This report looks at the issue of unmanageable debt as it pertains to college graduates entering two critical public service careers: teaching and social work. Given increasing dependence on student loans, borrowers graduating from four-year schools and working in these two public service careers often carry more debt than they can manage. The prospect of burdensome debt likely deters skilled and dedicated college graduates from entering and staying in important careers educating our nation’s children and helping the country’s most vulnerable populations.

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Report | U.S. PIRG Education Fund | Public Health

The Food Safety Net

Protecting the safety and integrity of the food supply is one of the oldest functions of government, one that the American people expect their government to perform and perform well. As federal agencies become increasingly under-funded and influenced by powerful corporate interests, the states’ role in maintaining the food safety net grows ever-more important.

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Report | U.S. PIRG Education Fund | Democracy

Raising the Limits

Using Federal Election Commission data on federal candidate fundraising from individuals, parties, and political action committees, we found that BCRA’s doubling of contribution limits did not deliver the promised benefit of more competitive elections and may be, in part, responsible for several harmful emerging trends. Races did not become more competitive; in fact, incumbents continued to out-raise challengers and win re-election at high rates.

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Report | U.S. PIRG Education Fund | Public Health

Empty Pockets

After 25 years of experience, the Superfund program has evolved to protect Americans from toxic chemicals released when industry collides with nature, such as hurricanes and floods. The U.S. Environmental Protection Agency (EPA) now must use this experience to face its biggest challenge yet—cleaning up the toxic pollution left behind after Hurricane Katrina flooded the Gulf Coast. Unfortunately, funding shortfalls plague the Superfund program and may hinder its ability to respond to Hurricane Katrina and address the thousands of other polluted sites littered across the country.

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Blog Post | Consumer Protection

Congress in zombie-like push to weaken investor laws and other consumer news | Ed Mierzwinski

After House passage of the mislabeled Jobs Act, action shifts to to the Senate in a misguided, PIRG-opposed bi-partisan effort to weaken investor protection laws. SF Chronicle financial columnist Kathleen Pender and the NY Times ed board both rip the idea. While Congress appears trapped in a zombie-like fugue state, pretend zombies led by Iowa PIRG (WHO-TV Des Moines) marched against nuclear power this weekend. All this and more consumer  news of the week, in case you missed it.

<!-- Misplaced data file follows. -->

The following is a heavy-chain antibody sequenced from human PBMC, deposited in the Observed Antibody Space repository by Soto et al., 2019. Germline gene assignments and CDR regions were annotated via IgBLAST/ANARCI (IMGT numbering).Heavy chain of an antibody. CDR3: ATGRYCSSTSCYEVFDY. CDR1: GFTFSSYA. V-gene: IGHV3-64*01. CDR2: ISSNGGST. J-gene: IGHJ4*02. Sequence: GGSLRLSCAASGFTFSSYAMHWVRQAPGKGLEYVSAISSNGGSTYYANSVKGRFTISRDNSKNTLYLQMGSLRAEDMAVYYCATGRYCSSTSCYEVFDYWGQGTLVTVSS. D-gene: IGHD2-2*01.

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Blog Post | Financial Reform

Consumer fraud summit today will be webcast | Ed Mierzwinski

UPDATE: LINK TO C-SPAN WEBCAST ARCHIVE (My PANEL here and entire event here.)

In times of financial calamity, fraudsters come out to take your last dollar. This afternoon U.S. Attorney General Eric Holder will host a consumer financial fraud summit (agenda) at Georgetown Law School near Union Station bringing together enforcers from the DOJ, FTC, state agencies and consumer groups. I'll be on a panel discussing business opportunity frauds. Other panels will be on elder fraud and tax scams. The event is free and open to the public and will be webcast.

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Blog Post | Public Health

BuckyBall Magnets Still A Danger to Children | Nasima Hossain

Magnets posing as a serious health hazard to children keep appearing in the news. Now with this latest incident in Portland, Oregon, where a three year old girl was rushed into emergency surgery after swallowing 37 tiny magnets, we urge parents if they have had a scary incident with a magnet to alert the Consumer Product Safety Commission through their website.

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Blog Post | Democracy

After Super Pac Tuesday: Dominant Donors, Apathetic Voters

A new WashingtonPost-ABC News poll shows that on Super Tuesday, those going to cast their ballots in the presidential primary are not particularly enthusiastic about any of the candidates. Why? There is a fundamental problem that explains much of the disconnect between the candidates and the rank-and-file voters: the fact is, voters did not choose these candidates -- donors did.

It has become clear over the course of this primary season that a candidate's super PAC's prowess in knocking down the competition is key to staying in the race. Yet a recent U.S.PIRG/Demos study found that of all itemized contributions to super PACs, 96% came in contributions of $10,000 or more from just 1,097 donors.

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Blog Post | Consumer Protection

Has Congress Forgotten Enron, Dutch Tulip Bubble Scandals? | Ed Mierzwinski

A misnamed package of legislation to weaken investor protection laws -- the so-called Jobs Act -- is speeding through the House this week. While some Senators are for parts of the package, the Senate is taking a closer look at whether rolling back the landmark investor protections known as the Sarbanes-Oxley Act enacted after the Enron and related accounting scandals is really the way to go.